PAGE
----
Additional Information on Qualification for Expanded Family Medical Leave

As a refresher, expended family medical care is only available to employees who are unable to work due to a need for leave to care for their child during a school or child care closure related to COVID-19. The temporary rule states that employees qualify for this leave under the same qualifications for sick leave, as described in reason #5, above.

As noted in a prior Tonkon Tip, the temporary rule states that the maximum 12 weeks of emergency family leave is reduced by the amount of FMLA leave taken in the current 12-month leave year.

Notice Requirements

The temporary rule states employers may not require advance notice of leave; notice may only be required after the first workday (or portion thereof) for which an employee takes emergency sick leave or medical leave. After the first day, an employer may require notice “as soon as practicable” under the facts and circumstances. “Generally, it will be reasonable for notice to be given by the Employee’s spokesperson (e.g., spouse, adult family member, or other responsible party) if the employee is unable to do so personally.” The content of the notice may be oral, and contain sufficient information for the employer to determine if the requested leave is covered by the FFCRA.

Further, the employee is required to provide the following information to take leave: their name, dates requested, qualifying reason for leave, and an oral or written statement that the employee is unable to work because of the qualifying reason for leave. Additional documentation is required depending on which type of leave is requested:

  • Isolation/quarantine order (name of government entity issuing the order);
  • Self-quarantine order (name of the health care provider);
  • Seeking medical treatment/diagnosis (name of government entity or health care provider, whichever is applicable); and
  • School/childcare closure, (name of child, name of school/childcare provider, representation that no other suitable person will be caring for the child during the period for which the employee takes leave).

The employer may also request an employee to provide additional information needed for the employer to request tax credits pursuant to the FFCRA.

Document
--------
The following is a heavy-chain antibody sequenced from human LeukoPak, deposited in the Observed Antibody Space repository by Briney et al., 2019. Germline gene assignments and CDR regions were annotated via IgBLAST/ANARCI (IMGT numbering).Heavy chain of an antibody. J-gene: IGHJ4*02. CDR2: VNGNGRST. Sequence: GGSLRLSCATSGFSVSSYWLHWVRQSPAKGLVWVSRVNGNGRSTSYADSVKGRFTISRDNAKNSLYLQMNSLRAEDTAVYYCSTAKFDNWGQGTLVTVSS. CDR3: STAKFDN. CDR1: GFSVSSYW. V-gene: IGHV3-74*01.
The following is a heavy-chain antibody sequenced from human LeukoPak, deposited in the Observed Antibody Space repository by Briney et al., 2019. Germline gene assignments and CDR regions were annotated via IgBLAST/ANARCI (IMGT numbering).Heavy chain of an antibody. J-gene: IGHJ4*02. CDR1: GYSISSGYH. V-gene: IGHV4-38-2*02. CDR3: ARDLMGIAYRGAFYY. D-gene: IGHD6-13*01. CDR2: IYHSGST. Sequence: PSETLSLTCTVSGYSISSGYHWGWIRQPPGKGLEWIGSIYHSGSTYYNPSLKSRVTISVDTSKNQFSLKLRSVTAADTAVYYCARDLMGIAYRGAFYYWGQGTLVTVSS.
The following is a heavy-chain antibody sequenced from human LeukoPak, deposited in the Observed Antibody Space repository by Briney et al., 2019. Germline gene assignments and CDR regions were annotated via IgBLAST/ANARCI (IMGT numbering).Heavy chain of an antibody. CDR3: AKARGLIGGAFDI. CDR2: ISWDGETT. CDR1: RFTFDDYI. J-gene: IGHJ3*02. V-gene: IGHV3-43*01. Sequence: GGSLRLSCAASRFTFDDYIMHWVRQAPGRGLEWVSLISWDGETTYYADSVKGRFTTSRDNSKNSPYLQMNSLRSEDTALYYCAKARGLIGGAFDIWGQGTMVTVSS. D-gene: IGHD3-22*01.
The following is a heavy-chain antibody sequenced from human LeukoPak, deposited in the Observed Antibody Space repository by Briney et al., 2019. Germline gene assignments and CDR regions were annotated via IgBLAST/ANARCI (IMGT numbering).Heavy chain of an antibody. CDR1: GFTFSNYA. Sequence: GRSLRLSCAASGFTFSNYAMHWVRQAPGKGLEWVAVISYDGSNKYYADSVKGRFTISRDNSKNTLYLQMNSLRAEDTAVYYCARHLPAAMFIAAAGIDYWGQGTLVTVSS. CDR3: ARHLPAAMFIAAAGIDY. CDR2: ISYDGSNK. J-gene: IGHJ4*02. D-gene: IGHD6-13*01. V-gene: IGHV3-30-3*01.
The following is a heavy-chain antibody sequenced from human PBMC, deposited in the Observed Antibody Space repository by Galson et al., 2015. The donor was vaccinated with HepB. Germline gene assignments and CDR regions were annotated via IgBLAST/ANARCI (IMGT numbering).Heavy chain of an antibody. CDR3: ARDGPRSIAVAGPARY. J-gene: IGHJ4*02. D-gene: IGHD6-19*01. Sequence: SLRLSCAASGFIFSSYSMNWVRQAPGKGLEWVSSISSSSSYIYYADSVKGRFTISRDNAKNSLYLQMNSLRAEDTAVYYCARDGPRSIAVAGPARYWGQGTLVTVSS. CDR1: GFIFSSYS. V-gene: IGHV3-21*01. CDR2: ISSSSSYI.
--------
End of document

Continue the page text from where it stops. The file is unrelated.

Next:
Other Notable Rules

Sequencing. Employees may elect to receive, or employers may require, that employees use other available paid leave the employee has available to care for a child during the two-week unpaid period of emergency family medical leave. However, if the employee elects to use emergency paid sick leave, the employer cannot force the employee to use other accrued leave first.

Record Keeping. Employers have an obligation to retain all documentation related to leave usage for four years, regardless of whether leave was granted or denied. If leave requests are granted pursuant to oral statements provided by employees, the employer is required to document and maintain such information for four years. For further recordkeeping obligations, contact your Tonkon Torp attorney.

Supplementing Paid Leave. Employers and employees may agree to supplement accrued vacation leave during emergency paid family leave (which is paid at 2/3 pay) to supplement their pay under emergency paid family leave so that the employee receives the full amount of their normal pay. For example, an employer and employee may agree to substitute one-third hour of accrued vacation leave for each hour of emergency family leave.

Job Changes. The temporary rule explains any one individual is entitled to a maximum of 80 hours of paid sick leave. In other words, an employee’s bank does not reset if they change jobs.

Small Business Exemption. Employers that believe they qualify for the small business exemption (available to employers with less than 50 employees, whose compliance with FFCRA jeopardizes the viability of the business), need not send their documented decision to the DOL at this time. However, the employer should retain such records for their own files.

If you have questions about the issues raised here, please contact any of the attorneys in our Labor & Employment Practice Group.